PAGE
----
Turkish diplomacy is very pragmatic. For example, while supplying more drones to Ukraine, Ankara is simultaneously increasing the number of Russian charter flights to its resorts. As they say, nothing personal, just business.
Just as NATO partners are trying to help Ukraine and take the Scandinavian countries into their alliance, its least reliable member – Turkish President Recep Tayyip Erdogan – is setting up a “security zone” in Syria, actually seizing the northern part of his sovereign neighbor. In doing so, Ankara is not afraid of sanctions, even though it is actually fighting against the so-called “Democratic Alliance,” which includes Kurdish national parties, and has long received support from the United States.
While the whole world is watching the conflict between Moscow and Kiev, the Turkish leader is capitalizing on this whole situation. As we know, the confrontation between official Ankara and Kurdish separatist movements has a long history. The Kurds, the only major ethnic group, which has not yet gained independence or even an autonomy status since the breakup of the Ottoman Empire, have been fighting for independence for more than a century now. However, spread across Syria, Iraq and Turkey and successfully resisting tough assimilation policies of those countries’ leaders, including Saddam Hussein in Iraq, the Kurds still strive for their statehood. During the early 2010s, it was the Kurds living in northeastern Syria, who stood in the way of ISIS mounting desperate resistance to the Islamist radicals. At the same time, they maintained relations with official Damascus, hoping that, following the terrorists’ defeat, they would be able to gain wider autonomy. However, any prospects of having a Kurdish autonomy close to its borders has long been a real nightmare for Ankara, which dug in its heels branding the Kurds’ struggle for independence as terrorism, and insisting that they must either assimilate or disappear.
By the way, it is precisely this position by Kiev that led to the protracted war in the Donbass and its logical outcome – Russia’s special operation in Ukraine. The ban by Ukrainian nationalists of the Russian language in the regions where it was native to 90 percent of the local residents sparked off the events of 2014, the separatist rebellion that resulted in the loss of part of Ukrainian territory. But Moscow is still blamed for protecting its compatriots, who have been persecuted for so many years now. Turkey is also condemned, albeit weakly, formally and without any sanctions. As a result, knowing full well that there will be no consequences for Ankara, Erdogan is pressuring Sweden and Finland to recognize the Kurdish social movements as terrorist organizations as a condition of his consent to their entry into NATO. Meanwhile, perfectly aware of his impunity, Erdogan launched another offensive on the territory of independent Syria, crushing the forces of the Kurdish autonomy.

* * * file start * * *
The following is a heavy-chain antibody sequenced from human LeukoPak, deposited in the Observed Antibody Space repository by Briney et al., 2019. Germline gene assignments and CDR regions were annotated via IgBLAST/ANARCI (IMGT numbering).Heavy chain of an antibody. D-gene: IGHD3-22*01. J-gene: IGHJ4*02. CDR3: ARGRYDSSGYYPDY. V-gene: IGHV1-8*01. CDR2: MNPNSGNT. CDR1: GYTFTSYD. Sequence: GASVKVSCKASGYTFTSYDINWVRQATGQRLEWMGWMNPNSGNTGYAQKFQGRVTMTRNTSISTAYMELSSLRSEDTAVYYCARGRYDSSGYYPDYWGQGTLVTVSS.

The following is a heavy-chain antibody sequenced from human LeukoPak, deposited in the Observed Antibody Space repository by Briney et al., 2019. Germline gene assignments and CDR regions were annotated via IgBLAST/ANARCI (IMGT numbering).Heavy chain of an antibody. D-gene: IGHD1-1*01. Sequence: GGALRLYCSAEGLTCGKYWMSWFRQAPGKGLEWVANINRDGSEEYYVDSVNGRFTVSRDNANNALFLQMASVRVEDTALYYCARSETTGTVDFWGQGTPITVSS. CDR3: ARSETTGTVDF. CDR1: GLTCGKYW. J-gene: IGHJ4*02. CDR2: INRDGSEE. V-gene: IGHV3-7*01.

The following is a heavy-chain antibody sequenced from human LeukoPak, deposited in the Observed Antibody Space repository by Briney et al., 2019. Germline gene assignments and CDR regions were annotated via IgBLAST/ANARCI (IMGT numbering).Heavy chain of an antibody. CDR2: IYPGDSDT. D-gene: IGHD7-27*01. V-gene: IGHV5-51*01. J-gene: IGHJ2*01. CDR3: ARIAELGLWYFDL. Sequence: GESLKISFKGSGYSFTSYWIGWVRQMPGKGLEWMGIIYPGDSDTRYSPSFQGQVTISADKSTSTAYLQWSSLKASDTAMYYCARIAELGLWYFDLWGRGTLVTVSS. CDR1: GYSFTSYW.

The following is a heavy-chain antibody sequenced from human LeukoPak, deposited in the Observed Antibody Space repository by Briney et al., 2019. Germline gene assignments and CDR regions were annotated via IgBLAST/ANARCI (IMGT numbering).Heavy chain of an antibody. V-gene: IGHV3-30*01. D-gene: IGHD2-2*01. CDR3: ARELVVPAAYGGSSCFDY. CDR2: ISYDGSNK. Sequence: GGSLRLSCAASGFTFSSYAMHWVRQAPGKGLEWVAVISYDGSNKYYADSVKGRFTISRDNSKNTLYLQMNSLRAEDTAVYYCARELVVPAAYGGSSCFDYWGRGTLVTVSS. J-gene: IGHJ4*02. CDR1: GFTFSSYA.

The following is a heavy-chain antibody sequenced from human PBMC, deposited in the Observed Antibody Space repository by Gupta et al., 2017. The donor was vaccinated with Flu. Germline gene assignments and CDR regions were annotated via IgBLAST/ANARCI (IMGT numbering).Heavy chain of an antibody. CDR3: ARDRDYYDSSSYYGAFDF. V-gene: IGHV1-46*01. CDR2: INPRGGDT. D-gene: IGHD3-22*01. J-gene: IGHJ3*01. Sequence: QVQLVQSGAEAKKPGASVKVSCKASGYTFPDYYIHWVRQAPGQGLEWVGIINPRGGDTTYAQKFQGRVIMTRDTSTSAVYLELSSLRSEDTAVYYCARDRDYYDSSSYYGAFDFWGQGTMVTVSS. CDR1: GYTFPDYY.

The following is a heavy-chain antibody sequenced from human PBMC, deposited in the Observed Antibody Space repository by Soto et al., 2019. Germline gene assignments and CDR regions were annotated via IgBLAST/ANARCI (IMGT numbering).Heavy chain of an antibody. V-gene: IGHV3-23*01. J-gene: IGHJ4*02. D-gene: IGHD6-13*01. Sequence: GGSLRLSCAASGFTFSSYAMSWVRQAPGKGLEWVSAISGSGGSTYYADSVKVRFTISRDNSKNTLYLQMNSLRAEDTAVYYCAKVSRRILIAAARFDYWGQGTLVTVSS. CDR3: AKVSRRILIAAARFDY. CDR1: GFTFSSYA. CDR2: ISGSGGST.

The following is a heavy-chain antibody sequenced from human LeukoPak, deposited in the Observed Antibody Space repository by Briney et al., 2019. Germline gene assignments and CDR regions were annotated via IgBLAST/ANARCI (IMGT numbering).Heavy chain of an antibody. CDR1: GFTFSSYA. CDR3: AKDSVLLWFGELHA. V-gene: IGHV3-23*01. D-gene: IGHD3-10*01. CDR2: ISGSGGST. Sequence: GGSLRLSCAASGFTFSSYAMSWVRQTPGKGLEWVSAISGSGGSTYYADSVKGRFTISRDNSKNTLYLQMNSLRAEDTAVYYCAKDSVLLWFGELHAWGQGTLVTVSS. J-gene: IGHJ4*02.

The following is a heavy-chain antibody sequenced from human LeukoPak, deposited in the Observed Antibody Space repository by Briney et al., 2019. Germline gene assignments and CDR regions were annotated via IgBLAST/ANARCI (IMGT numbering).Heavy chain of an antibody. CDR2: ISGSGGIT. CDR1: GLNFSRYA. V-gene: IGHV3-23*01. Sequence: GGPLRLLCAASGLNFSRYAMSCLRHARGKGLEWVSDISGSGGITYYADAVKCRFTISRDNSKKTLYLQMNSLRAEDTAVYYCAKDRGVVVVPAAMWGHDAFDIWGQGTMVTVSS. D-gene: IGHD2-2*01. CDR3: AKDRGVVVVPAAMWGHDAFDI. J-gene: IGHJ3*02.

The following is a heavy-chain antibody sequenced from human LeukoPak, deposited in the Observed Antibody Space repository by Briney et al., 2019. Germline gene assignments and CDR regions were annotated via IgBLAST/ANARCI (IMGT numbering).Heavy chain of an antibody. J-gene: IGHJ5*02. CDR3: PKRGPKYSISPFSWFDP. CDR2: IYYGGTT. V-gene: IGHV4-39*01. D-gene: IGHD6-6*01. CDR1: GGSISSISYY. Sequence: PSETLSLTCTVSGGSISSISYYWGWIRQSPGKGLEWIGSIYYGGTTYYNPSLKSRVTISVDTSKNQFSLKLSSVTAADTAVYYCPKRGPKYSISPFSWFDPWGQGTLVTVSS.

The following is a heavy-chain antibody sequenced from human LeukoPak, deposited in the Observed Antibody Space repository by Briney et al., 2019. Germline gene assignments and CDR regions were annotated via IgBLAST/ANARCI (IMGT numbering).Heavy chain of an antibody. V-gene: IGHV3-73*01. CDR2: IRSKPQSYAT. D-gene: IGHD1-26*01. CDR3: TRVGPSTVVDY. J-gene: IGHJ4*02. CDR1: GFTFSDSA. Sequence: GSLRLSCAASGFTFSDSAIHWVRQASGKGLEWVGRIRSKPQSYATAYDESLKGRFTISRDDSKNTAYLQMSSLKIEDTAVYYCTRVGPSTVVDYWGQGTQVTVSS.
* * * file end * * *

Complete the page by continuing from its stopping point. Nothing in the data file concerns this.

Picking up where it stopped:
The Turkish leader has no fear of sanctions. Moreover, he has a millions-strong Turkish diaspora in Europe, who maintain close links to their native country and are ready to take to the streets of European capitals in support of their national leader. Even if the West tries to put pressure on him, Erdogan will simply demonstrate his rapprochement with Moscow, which really needs allies, or with Beijing. Turkish diplomacy is very pragmatic. For example, while supplying more drones to Ukraine, Ankara is simultaneously increasing the number of Russian charter flights to its resorts. As they say, nothing personal, just business.
The thing is, however, that the Kurds have in recent years been America’s only relatively reliable ally in Syria and Iraq. In fact, there are no other forces there that could be described as democratic. The Kurds do not want to confront Damascus and its Russian allies, but are holding back the Islamic radicals that Erdogan once was trading with. Now they will be holding back the Turkish troops using US-supplied weapons that will never stop coming in. Moreover, Erdogan will keep blackmailing his NATO partners. As a result, Moscow’s ally, Damascus, is losing part of the territory that it at least formally controls. The US is losing a major ally in the region. The authoritarian Erdogan, who has suppressed the democratic opposition in his country, is getting more and influential. Russia, which could become a counterbalance to him, is still considered by the West as enemy number one and remains under sanctions. At the same time, Ankara’s actions are no different from Moscow’s. Moreover, the Kremlin at least openly declared the fully justified goals and reasons for its military operation in Ukraine, where ethnic Russians living in eastern Ukraine have long been under strong pressure from Kiev. As for Turkey, it is Ankara that oppresses the Kurds, violating their right to self-determination and development, which, incidentally, is enshrined in the UN Charter.
The unwillingness of European and US political elites to reach an agreement with Moscow will eventually do more than just deepen the Turkish-Kurdish conflict. While the Russian troops are slowly but steadily breaking through the Ukrainian defenses, the world is changing rapidly. Unreliable allies of the West, such as Ankara, are demanding more and more concessions, China is testing out Taiwan’s defenses, and Washington and Brussels keep living in the dream world of their “victory in the Cold War,” and not even trying to protect Europeans and Americans against economic crises and the threat of new local conflicts.